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Spring Cleaning Day 14: Time to Deep Clean Your Bathroom Fixtures

Water running from a sparkling clean bathroom faucet into a polished white sink.
Gyorgy Barna/Shutterstock

The fixtures in your bathroom, especially the sink, get a lot of use and abuse. Let’s give them some deep cleaning love today.

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Bathroom fixtures are magnets for water spots, soap smears, and—in the case of the hardworking sink faucet—toothpaste spatters. But with a little elbow grease we can get them shiny and new again.

What You Need to Detail-Clean Your Bathroom Fixtures

Our cleaning list for the bathroom fixtures is not entirely unlike our cleaning list for the kitchen sink—which should come as little surprise given that kitchen sinks and bathroom sinks typically have similar hardware.

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One substitution you might notice is we swapped out olive oil for mineral oil (which we’ll use in an optional polishing step at the end). The faint smell of olive oil might seem totally natural in the kitchen, but it’s out of place in the bathroom.

How to Detail-Clean Your Bathroom Fixtures

When it comes to cleaning your bathroom fixtures, we’ll strongly encourage you to use a less-is-more approach to both cleaners, the amount of force you use, and the harshness of the cleaners. While the tub and shower door in the bathroom might be pretty built-up with soap scum, the fixtures generally don’t get hit as hard (and are often more prone to scratching). With that in mind, let’s start gently.

Warning: If any of your bathroom fixtures are oil-rubbed or have a “living” finish meant to build a patina over time, use only warm water and a microfiber cloth to clean them unless otherwise instructed by the manufacturer. Using anything stronger than water or more aggressive than microfiber can damage the finish.
  1. Fill your bowl or small bucket with warm water, a cup of vinegar, and a few drops of dish soap.
  2. Start by dampening your microfiber cloth and wiping down the sink faucet and handles, as well as the bath/shower faucet and handles.
  3. For tricky curved parts, it’s useful to hold to corners of the microfiber cloth and “buff” the curve with the loop of cloth between your two hands—instead of trying to dig into the area with your fingertip and the cloth.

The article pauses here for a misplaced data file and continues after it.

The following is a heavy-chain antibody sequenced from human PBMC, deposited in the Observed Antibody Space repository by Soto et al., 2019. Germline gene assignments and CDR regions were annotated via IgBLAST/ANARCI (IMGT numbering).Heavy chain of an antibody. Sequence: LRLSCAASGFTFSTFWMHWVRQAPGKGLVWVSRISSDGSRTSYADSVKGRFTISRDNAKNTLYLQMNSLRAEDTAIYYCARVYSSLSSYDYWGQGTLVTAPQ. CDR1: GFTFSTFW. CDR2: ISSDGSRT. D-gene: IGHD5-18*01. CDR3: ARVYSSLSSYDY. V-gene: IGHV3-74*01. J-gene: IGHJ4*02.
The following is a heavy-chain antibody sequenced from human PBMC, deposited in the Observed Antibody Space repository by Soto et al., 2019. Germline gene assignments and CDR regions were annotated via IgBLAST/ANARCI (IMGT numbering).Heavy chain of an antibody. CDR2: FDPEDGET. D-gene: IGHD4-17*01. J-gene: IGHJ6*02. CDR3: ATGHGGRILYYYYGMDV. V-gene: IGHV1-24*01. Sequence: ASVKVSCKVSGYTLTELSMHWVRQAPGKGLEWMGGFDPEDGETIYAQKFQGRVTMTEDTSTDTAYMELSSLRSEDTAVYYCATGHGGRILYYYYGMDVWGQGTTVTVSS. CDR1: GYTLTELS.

4. If the water solution and microfiber are insufficient to cut through the grime, switch to using your sponge and detail cleaning brush to lightly brush over the buildup. Be sure to test both on the underside of the faucet or an inconspicuous spot to ensure they don’t scratch the finish.
  5. Now is a great time to wipe out the sink with your sponge and give your drain a quick cleaning. Biofilm and soap buildup is a big source of foul smells in bathrooms, so you definitely want to use your detail brush to scrub any gunk off the drain stopper and, if need be, give your drain a cleaning using these tips.
  6. For serious mineral buildup, wrap the area with one of the microfiber cloths and soak it with undiluted vinegar for a few minutes—though be forewarned that in the case of severe mineral buildup when the buildup is removed you may find the finish is permanently discolored or pitted.
  7. Wipe off any remaining water with a clean and dry microfiber cloth.
  8. For stainless steel or chrome fixtures, wrap a clean microfiber cloth over your finger, dampen the fingertip with mineral oil, and lightly buff and wipe down all fixtures to give them a nice water spot repelling shine.

You can also clean your showerhead in the same fashion, but if there is significant mineral buildup you’ll likely want to fully remove it and soak it overnight.

That’s it! We’re powering through the bathroom and we’re a mere day away from wrapping it up. As always, you can follow along on our Spring Clean Challenge landing page or get the lessons, along with all our other great content, delivered right to your inbox!

Jason Fitzpatrick Jason Fitzpatrick
Jason Fitzpatrick is the Editor in Chief of LifeSavvy. He has over a decade of experience in publishing and has authored thousands of articles at LifeSavvy, Review Geek, How-To Geek, and Lifehacker. Read Full Bio »
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